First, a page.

3. Heidi Tolliver-Nigro Post author

    MS Tag is simply a proprietary 2D barcode. QR codes are 2D barcodes, too. Just not proprietary. They both basically do the same thing, except to read MS Tag, you need the MS Tag reader. To read QR codes, you can use a generic reader like i-Nigma.

    There are plenty of tracking resources for QR codes (interlinkONE’s QReate&Track comes to mind) that are reasonably priced. interlinkONE also offers a free QR code generator (I use it all the time), so that part is free and couldn’t be easier. You can also find free generators all over the Internet.

    This is not a difficult, expensive technology. It’s fast, it’s simple, and it’s really quite easy. It’s just a matter of it “clicking” in terms of when and where it makes the most sense to use it.

  4. Brian Badillo


    I was at a networking event where some of the developers of the Verizon LTE 4G network were presenting and they mentioned to me that image recognition was going to be “that” replacement technology and wasn’t too far away. In the mean time, I still think the QR code is the most universal and familiar code and will most likely become the go to code. With sites like qrjumps.com or mobilinkpro.com as mentioned above, you have the ability change the destination so I think that is no longer an issue. Like you, I scan every code I get in the mail, but it is still seldom. To me that just means a great opportunity to engage the mobile consumer by those brands that utilize it before their industry competitors.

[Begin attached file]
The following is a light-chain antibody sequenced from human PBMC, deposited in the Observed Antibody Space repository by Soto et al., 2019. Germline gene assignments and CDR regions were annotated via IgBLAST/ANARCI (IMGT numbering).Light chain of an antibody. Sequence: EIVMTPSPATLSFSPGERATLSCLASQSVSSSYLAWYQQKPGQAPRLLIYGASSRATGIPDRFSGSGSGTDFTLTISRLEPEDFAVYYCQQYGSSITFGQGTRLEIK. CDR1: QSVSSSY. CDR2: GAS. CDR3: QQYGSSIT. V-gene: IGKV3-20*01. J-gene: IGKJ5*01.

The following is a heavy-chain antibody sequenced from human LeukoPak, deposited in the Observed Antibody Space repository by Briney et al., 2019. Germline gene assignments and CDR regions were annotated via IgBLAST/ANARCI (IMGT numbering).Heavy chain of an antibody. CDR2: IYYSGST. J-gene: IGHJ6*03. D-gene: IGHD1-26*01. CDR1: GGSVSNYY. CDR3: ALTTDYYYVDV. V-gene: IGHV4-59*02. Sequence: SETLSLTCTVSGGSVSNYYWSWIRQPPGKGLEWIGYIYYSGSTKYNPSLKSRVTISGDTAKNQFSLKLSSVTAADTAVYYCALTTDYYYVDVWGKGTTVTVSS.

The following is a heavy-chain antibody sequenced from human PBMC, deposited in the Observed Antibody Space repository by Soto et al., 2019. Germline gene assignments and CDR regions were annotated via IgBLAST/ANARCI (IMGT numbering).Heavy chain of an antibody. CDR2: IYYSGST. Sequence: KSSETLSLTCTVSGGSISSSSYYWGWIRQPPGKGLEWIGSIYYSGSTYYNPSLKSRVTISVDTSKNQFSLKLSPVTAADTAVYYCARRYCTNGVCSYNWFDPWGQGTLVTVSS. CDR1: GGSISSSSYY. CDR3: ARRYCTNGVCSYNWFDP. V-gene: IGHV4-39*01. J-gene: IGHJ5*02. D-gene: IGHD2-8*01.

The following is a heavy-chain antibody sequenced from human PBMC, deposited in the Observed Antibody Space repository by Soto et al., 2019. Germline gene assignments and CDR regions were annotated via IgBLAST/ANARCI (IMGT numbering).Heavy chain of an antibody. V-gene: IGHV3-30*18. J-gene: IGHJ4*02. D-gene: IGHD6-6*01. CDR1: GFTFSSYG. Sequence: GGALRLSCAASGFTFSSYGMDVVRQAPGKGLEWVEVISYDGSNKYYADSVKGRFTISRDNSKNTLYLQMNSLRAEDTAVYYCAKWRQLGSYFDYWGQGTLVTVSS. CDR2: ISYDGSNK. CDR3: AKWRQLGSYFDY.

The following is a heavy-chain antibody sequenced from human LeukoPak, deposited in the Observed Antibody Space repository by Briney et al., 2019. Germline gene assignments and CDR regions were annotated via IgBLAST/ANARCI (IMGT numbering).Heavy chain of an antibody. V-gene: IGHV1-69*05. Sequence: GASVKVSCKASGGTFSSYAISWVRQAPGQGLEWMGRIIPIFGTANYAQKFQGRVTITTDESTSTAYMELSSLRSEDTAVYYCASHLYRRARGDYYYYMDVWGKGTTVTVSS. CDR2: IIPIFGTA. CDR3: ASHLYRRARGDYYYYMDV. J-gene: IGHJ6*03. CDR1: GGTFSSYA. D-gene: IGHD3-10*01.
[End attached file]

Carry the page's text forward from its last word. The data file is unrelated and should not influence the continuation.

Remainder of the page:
5. David Williams

    Thank you for a great article on QR codes. I also have find them easy to use for finding information. I use them on my iPhone with the QR Reader App. Is there a good tool for reading them with a webcam within the browser on a PC?

  6. Yoan Georgiev

    What about DigiMarc Discover? It’s appointed to replace the QR before they spread their wings. The service is more user-friendly, even beautiful than the scary black rectangles, secure, measurable but paid.

  7. Heidi Tolliver-Nigro Post author

    @David. I don’t know anything about using webcams. I’m sure you could Google it and see what’s available. Let us know!

    @Yoan. I think “appointed to replace” would certainly reflect the company’s goal, but the marketplace will decide. At least right now, the value of the “scary black squares” is that people know what they are and, increasingly, know what to do with them. Invisible watermarks like DigiMarc’s require an explanation “Scan this tree with your smartphone,” along with an explanation of what software they need and where to download it (as opposed to generic QR code readers) or something like that which take up room, too. Lots of it. Widespread adoption of QR codes will certainly drive this technology in the long run, however.

  8. Jim Olsen

    Lots of great info on QR codes in the Linkedin Group: 2D Codes for Global Media. There are other QR code groups but that seems the like the best one.

  9. Heidi Tolliver-Nigro Post author

    I agree. I am also a member of that group and get huge value out of it. Not just the expertise from those actively using the technology but also the huge volume of case studies that go through there.

  10. John

    I agree that QR codes are great and will be the wave of the future however at least here in Canada I believe that either not too many people are familiar with them yet or just have no interest. A client of ours (major press manufacturer) dropped 5k on an add in a print magazine (which I would assume most people would know what to do) and in 3 months got 1 hit…

  11. David Roberts